Tuesday, October 5, 2010

The Words of Institution

I am currently reading Luther's Confession Concerning Christ's Supper.

One of the things that strikes me is the fact that Luther continuously and constantly returns to the Words of Institution to make his case.

He always points to the plain simple meaning of the text. Thus when Jesus Christ says "This is my body" the burden of proof lies with the person who declares that what Christ said must be otherwise understood.

It is no wonder why then in the small catechism he relies on the Words of Institution for promise and blessing in the Supper. As he says
It is the true body and blood of our Lord Jesus Christ, under the bread and wine, for us Christians to eat and to drink, instituted by Christ Himself.

And further speaks,
[The benefit of eating and drinking] is shown us in these words: Given, and shed for you, for the remission of sins; namely, that in the Sacrament forgiveness of sins, life, and salvation are given us through these words. For where there is forgiveness of sins, there is also life and salvation.
What a gift and a blessing that our Lord has so simply and plainly laid out for us such wonderful Words of promise that even a Kindergartner of 1st grader can understand what Christ says when He speaks the Word of Institution.

Feel free to read again Christ's Word in Matthew, Mark, Luke, and St. Paul.

Luther's work here in Confession Concerning Christ's Supper is truly one of Luther's more excellent writings, to the extent that you'll find portions of it in The Formula of Concord concerning the person of Christ.

O Lord, we praise Thee, bless Thee, and adore Thee,
In thanksgiving bow before Thee.
Thou with Thy body and Thy blood didst nourish
Our weak souls that they may flourish.
O Lord, have mercy!
May Thy body, Lord, born of Mary
That our sins and sorrow did carry,
And Thy blood for us plead in all trial, fear and need:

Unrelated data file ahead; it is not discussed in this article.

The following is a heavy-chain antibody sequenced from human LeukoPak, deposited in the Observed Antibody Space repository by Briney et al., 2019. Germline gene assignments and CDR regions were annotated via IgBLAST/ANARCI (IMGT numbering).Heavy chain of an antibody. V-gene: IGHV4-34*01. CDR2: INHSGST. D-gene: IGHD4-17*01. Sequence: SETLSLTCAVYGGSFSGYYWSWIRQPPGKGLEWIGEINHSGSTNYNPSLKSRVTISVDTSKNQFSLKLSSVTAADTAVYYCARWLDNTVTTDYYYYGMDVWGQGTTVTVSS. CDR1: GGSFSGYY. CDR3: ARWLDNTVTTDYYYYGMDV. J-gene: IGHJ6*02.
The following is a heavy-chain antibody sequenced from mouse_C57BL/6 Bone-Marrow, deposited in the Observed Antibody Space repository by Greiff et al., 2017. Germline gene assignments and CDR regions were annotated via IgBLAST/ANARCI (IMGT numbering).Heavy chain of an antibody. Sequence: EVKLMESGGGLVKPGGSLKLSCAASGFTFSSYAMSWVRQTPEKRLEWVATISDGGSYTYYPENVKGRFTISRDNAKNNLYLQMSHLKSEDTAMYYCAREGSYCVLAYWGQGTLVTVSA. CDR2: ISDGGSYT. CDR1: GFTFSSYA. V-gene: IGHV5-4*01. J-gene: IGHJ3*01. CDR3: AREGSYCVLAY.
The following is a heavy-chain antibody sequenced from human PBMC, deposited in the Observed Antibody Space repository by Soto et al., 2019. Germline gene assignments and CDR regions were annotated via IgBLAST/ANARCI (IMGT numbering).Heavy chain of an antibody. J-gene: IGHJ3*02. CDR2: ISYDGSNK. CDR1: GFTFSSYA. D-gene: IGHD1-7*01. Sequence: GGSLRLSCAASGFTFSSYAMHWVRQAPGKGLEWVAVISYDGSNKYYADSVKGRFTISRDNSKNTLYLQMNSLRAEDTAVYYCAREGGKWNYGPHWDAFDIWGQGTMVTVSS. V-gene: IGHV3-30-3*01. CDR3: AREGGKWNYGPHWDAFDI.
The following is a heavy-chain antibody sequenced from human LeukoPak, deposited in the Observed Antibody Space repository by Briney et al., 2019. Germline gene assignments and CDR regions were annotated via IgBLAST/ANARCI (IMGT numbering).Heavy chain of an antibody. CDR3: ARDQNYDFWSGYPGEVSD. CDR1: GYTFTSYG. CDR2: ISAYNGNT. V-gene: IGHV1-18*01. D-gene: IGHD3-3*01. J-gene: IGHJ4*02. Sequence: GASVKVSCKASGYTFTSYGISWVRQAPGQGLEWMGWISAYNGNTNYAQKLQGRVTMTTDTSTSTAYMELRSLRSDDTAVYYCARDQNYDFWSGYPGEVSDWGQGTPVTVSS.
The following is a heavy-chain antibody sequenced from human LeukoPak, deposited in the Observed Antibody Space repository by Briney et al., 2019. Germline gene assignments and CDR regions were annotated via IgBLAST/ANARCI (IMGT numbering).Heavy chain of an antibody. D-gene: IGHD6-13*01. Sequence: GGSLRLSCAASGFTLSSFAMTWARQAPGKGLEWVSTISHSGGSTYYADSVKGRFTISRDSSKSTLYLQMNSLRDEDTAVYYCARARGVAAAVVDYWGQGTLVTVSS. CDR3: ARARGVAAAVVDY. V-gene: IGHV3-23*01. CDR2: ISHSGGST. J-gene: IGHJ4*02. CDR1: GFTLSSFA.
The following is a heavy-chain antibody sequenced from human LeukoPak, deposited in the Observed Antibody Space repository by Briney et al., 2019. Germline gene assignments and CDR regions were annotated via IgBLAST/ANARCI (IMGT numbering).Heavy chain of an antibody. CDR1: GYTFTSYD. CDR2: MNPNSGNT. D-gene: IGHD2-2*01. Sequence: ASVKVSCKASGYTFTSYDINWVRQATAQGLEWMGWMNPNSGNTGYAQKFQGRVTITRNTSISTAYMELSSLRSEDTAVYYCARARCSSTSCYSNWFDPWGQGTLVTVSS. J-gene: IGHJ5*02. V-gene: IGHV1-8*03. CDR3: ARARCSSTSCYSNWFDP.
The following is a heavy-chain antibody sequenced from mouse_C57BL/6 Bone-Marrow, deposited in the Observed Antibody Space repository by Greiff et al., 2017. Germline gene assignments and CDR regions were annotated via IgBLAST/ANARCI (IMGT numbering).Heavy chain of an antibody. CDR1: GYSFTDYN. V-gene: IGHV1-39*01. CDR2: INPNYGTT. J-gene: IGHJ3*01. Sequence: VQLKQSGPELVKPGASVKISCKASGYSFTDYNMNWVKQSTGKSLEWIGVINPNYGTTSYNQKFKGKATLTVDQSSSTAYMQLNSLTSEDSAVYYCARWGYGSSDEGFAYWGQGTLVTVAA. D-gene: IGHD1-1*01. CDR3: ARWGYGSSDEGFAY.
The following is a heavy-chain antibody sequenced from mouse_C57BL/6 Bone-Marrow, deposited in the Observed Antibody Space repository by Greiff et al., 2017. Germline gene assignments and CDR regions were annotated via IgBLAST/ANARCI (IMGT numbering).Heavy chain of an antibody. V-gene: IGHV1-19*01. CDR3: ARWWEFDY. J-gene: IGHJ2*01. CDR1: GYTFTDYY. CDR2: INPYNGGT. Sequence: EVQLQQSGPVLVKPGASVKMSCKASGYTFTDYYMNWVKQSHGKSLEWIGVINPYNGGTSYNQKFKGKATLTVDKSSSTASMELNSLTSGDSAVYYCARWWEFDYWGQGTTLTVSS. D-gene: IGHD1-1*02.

O Lord, have mercy!

+Kyrie Eleison+

Monday, September 20, 2010

New Look - New Start

As you've noticed (or haven't), I have not posted in a while.

Lots of things were going on in my life. I got engaged, started wedding planning, moved back to the seminary, and started classes.

Now, two weeks into classes, I have a hankering to start blogging at least once a week again. I need once again to write on topics that are on my mind.

In the meantime, pray that in my studies God would guide my heart and mind to life and salvation in Jesus Christ in such a way that I might repeat such mercies to the flock that He may one day place me over.

+Kyrie Eleison+

Tuesday, July 20, 2010

Hiatus

I took a hiatus from posting despite my intent to post throughout June. I did this mainly because the end of my vicarage was extremely busy and it came to a quick end, then I've been traveling ever since I got back to Oklahoma.

Here's a brief look at what I've been doing for this past month:

The end of vicarage was busy. I preached two of the last three weeks. I had something going on every evening for the last twelve or so days of vicarage. Thankfully, my love Angelyn came to Michigan to help me move. I don't think I could have packed as efficiently alone. :D

When I got back to Oklahoma I spent a couple days in Tulsa visiting my sister Betsy, her husband Tim, and their baby (my niece) Kaytlyn.

From there I went home to Meno for a day, only to leave for Winchester, TX for my cousin Christopher's wedding. After getting back, I spent a couple days in Norman, OK with Angelyn. Then I headed back to Meno.

A few days later I headed to Tulsa for Kaytlyn's baptism. I am a proud baptismal sponsor. :D

Finally, this past weekend I went down to Richardson, TX to spend some time with Angelyn and her family. I was a great weekend.

That's about it. Now I think I'll have a few weeks of stability. Hopefully I'll be able to post a bit more frequently.

+Kyrie Eleison+ (Indeed, He has as He's protected me in all my travels.)

Wednesday, June 16, 2010

Christians are Like Vuvuzelas

If you've seen any part of the 2010 World Cup broadcast from Africa thus far, you have noticed the pleasant sound of the vuvuzela rising from the crowd to produce the most incorporating and relaxing sound which helps one assimilate into being part of a "football" match in South Africa.

And if you have watched any of the matches, you certainly know that the vuvuzela makes no such sound. Instead, the sound which these large plastic horns makes is annoying, loud, and sounds - as many have said - like a hive of buzzing bees. The broadcasters said the noise is even worse being at the matches in person than that which we spectators receive across the live airwaves.